Animal Collective springs to mind. They will alternate between/blend straight acoustic instrumentation and vocals with noise and electronic elements pretty seamlessly. I know they’re not shy about talking about their intentions or approaches in interviews either. Probably worth looking for interviews surrounding their earlier albums.
@ht73 I am really curious how you would define folk music? Excited to explore the artists that you mention in this post.
@zacnorbu welcome to the forum and good luck on your paper! My recommendation is to look up some of the artists and their labels mentioned here on whatever scholarly journal database you have access to through your school. There’s surprisingly a lot of stuff written about “popular” music. I did a paper for a course and I remember finding some stuff in one of the computer music journals that I was pretty surprised to come across!
To expand on this a bit now I’m no longer rushing to catch a train: I love Solarference for a variety of reasons which are personally artistically important to me, and which are staples of the musical communities and “genres” within which I’m most active:
- they build their own tools (collected soundmakers and custom Max MSP live processing tools), in a long tradition of folk singer/storytellers building instruments which worked for them from the “materials” available
- they solve the “audiences don’t understand what electronic music performers are actually doing on stage” problem. Two people, both singing, both occasionally playing instruments/sound objects, but also both with a laptop and controller, doing electronic processing. Not “a laptop guy” or a “knob twiddler” (nothing against people who do fit these descriptions, but IMO for folk-storytelling performances, a more intimate and understandable connection with the audience is appropriate)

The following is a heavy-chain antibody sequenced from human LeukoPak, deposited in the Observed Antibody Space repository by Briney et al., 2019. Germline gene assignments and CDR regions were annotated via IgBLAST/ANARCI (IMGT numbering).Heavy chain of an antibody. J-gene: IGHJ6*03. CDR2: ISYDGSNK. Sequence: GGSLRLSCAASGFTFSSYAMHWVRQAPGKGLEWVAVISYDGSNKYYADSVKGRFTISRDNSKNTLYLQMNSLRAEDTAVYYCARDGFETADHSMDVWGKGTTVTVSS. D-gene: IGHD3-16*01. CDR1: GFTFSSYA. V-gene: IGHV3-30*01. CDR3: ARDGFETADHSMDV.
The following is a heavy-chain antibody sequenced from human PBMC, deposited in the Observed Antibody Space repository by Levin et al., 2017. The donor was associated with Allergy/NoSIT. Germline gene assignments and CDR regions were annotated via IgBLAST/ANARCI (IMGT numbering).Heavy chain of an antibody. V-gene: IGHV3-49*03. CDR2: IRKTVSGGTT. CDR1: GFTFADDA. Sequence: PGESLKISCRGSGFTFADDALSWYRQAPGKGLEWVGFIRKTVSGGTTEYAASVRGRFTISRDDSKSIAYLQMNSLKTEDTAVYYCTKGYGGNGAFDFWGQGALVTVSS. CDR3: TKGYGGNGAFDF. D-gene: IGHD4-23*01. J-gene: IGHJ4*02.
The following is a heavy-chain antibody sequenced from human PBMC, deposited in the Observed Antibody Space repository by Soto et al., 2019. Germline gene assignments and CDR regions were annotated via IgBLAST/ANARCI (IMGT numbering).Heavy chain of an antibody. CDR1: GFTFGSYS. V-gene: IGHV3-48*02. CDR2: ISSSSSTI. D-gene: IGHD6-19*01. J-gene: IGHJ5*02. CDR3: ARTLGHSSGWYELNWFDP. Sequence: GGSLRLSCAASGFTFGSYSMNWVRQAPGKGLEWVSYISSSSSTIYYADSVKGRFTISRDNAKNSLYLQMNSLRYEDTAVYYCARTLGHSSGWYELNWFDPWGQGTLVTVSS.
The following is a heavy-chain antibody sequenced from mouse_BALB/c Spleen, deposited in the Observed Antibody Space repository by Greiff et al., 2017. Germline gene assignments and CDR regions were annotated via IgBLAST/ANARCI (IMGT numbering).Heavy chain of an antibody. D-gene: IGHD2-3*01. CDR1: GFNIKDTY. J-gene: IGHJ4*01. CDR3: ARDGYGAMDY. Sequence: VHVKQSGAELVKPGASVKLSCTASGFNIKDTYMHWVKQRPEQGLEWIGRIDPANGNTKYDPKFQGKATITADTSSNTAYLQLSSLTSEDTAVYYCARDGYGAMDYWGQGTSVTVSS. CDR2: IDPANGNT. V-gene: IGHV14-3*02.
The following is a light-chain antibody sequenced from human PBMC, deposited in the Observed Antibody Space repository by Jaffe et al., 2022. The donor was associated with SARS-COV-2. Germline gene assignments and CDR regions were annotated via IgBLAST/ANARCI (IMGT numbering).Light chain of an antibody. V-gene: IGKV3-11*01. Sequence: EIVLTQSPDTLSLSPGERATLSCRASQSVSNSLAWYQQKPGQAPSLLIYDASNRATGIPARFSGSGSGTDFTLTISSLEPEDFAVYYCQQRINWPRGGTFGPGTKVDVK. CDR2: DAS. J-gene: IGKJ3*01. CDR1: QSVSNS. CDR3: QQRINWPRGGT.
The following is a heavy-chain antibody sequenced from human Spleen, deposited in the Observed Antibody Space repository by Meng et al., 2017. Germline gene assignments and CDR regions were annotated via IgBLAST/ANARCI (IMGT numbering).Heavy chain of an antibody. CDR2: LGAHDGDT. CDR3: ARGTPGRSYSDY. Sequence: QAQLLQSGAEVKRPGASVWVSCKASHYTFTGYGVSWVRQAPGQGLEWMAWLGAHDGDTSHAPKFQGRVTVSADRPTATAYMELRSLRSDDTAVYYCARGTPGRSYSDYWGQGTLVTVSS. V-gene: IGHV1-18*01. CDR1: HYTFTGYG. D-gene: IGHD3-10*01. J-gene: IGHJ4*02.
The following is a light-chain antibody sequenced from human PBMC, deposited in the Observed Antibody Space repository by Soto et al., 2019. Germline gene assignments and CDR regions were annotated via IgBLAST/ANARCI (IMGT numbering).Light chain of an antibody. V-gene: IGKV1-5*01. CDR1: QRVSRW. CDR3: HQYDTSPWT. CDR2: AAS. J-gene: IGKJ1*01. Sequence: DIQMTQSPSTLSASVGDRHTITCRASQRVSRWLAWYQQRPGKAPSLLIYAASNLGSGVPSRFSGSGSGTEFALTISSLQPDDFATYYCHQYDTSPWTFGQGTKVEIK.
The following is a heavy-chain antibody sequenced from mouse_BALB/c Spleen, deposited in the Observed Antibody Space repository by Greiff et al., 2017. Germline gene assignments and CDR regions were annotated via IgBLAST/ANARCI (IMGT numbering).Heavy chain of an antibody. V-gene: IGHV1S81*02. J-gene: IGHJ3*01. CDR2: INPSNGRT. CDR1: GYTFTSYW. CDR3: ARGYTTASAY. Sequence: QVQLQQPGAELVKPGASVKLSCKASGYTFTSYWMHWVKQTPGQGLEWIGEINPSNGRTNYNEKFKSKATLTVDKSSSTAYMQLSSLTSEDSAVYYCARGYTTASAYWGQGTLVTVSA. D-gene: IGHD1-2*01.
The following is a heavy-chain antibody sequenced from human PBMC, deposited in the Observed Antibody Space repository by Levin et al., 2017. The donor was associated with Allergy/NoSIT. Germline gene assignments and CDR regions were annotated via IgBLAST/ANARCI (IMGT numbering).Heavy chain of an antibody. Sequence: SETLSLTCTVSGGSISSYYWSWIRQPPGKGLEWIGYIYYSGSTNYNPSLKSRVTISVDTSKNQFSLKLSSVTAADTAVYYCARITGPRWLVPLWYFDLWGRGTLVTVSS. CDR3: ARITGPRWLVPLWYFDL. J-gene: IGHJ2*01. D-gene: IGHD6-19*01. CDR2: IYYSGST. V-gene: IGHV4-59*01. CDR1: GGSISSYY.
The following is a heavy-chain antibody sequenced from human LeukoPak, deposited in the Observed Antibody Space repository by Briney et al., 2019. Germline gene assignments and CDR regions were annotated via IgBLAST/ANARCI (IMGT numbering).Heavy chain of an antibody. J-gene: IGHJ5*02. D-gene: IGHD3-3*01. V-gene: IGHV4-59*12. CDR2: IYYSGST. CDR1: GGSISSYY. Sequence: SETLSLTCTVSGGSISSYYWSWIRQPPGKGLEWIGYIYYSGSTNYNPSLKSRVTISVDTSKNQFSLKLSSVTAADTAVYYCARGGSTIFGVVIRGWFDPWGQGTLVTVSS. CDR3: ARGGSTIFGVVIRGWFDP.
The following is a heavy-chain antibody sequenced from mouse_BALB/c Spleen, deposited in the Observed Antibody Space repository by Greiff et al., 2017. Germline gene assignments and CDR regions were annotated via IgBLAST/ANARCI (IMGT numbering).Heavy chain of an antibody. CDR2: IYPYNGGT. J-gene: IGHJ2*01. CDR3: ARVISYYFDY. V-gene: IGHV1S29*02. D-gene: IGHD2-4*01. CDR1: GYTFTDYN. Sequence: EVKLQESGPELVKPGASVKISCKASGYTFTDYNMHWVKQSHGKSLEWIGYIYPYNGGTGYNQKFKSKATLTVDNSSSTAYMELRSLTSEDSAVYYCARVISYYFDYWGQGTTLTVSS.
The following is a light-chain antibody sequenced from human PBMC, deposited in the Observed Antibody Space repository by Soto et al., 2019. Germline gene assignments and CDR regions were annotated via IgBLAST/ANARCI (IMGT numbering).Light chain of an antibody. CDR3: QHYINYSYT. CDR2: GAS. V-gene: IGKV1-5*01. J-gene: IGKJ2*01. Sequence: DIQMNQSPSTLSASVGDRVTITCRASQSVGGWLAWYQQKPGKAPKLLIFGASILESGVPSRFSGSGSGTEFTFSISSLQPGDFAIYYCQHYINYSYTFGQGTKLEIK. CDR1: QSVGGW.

- (AFAIK) no synthesized sounds, only processed sounds they’re making right now at this concert. Two follow-one: the processed version of any given sound usually follows the original quickly, and (initially) sounds much like the original before it’s mutated out of recognisability; secondly, every performance has inevitable nuances. Once I saw them live and their dulcimer was out of tune, but when processed it gave everything a great spacey chorus sound. I checked later and it was accidental!
- their performances would be just as convincing if their computers broke or the power went out — they can just fall back to acoustic harmony singing, and are still a notable act on the basis of their harmonies, contrasting voices and extremely tasteful, powerful re-writing of traditional material. The electronic aspect is a “progressive enhancement” of the music, just as accompanying singing with a guitar is a progressive enhancement; singing is an enhancement of talking, talking of pointing and grunting, etc.
In short I am pretty much obsessed with this duo and am genuinely bemused that almost nobody seems to know about them.